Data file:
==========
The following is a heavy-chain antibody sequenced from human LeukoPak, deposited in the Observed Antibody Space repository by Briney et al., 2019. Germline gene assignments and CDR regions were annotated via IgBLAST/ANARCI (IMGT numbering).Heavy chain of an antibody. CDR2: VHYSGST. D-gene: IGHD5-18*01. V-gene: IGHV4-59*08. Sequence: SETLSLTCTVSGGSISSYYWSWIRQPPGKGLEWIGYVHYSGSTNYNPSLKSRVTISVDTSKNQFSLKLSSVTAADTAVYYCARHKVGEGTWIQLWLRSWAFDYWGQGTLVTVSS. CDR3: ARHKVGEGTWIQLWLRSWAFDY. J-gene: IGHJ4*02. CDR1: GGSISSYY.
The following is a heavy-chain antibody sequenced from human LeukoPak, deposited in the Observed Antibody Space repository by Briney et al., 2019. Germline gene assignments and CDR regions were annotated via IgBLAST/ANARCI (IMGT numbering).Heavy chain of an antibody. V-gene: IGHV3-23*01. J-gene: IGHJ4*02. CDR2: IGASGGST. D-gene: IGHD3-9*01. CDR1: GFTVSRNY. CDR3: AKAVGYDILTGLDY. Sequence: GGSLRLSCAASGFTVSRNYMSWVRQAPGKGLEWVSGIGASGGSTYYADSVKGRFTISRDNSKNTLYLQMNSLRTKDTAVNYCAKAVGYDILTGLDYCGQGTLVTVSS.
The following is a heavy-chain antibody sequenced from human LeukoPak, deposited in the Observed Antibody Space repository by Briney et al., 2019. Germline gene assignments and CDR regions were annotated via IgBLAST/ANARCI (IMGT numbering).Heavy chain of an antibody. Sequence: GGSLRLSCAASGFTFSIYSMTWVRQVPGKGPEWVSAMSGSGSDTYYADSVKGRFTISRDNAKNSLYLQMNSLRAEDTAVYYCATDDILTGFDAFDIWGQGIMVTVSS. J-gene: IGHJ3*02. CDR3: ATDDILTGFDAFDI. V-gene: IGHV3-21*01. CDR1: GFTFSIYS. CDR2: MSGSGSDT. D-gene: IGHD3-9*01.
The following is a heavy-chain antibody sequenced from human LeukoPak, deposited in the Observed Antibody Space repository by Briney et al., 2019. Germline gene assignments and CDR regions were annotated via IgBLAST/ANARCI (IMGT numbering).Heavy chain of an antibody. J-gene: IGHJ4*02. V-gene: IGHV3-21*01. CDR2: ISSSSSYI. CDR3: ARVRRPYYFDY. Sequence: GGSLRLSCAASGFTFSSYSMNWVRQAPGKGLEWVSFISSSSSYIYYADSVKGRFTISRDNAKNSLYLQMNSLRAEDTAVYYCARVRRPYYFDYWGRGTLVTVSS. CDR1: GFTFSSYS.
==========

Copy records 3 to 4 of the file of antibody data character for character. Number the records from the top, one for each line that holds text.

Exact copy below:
The following is a heavy-chain antibody sequenced from human LeukoPak, deposited in the Observed Antibody Space repository by Briney et al., 2019. Germline gene assignments and CDR regions were annotated via IgBLAST/ANARCI (IMGT numbering).Heavy chain of an antibody. Sequence: GGSLRLSCAASGFTFSIYSMTWVRQVPGKGPEWVSAMSGSGSDTYYADSVKGRFTISRDNAKNSLYLQMNSLRAEDTAVYYCATDDILTGFDAFDIWGQGIMVTVSS. J-gene: IGHJ3*02. CDR3: ATDDILTGFDAFDI. V-gene: IGHV3-21*01. CDR1: GFTFSIYS. CDR2: MSGSGSDT. D-gene: IGHD3-9*01.
The following is a heavy-chain antibody sequenced from human LeukoPak, deposited in the Observed Antibody Space repository by Briney et al., 2019. Germline gene assignments and CDR regions were annotated via IgBLAST/ANARCI (IMGT numbering).Heavy chain of an antibody. J-gene: IGHJ4*02. V-gene: IGHV3-21*01. CDR2: ISSSSSYI. CDR3: ARVRRPYYFDY. Sequence: GGSLRLSCAASGFTFSSYSMNWVRQAPGKGLEWVSFISSSSSYIYYADSVKGRFTISRDNAKNSLYLQMNSLRAEDTAVYYCARVRRPYYFDYWGRGTLVTVSS. CDR1: GFTFSSYS.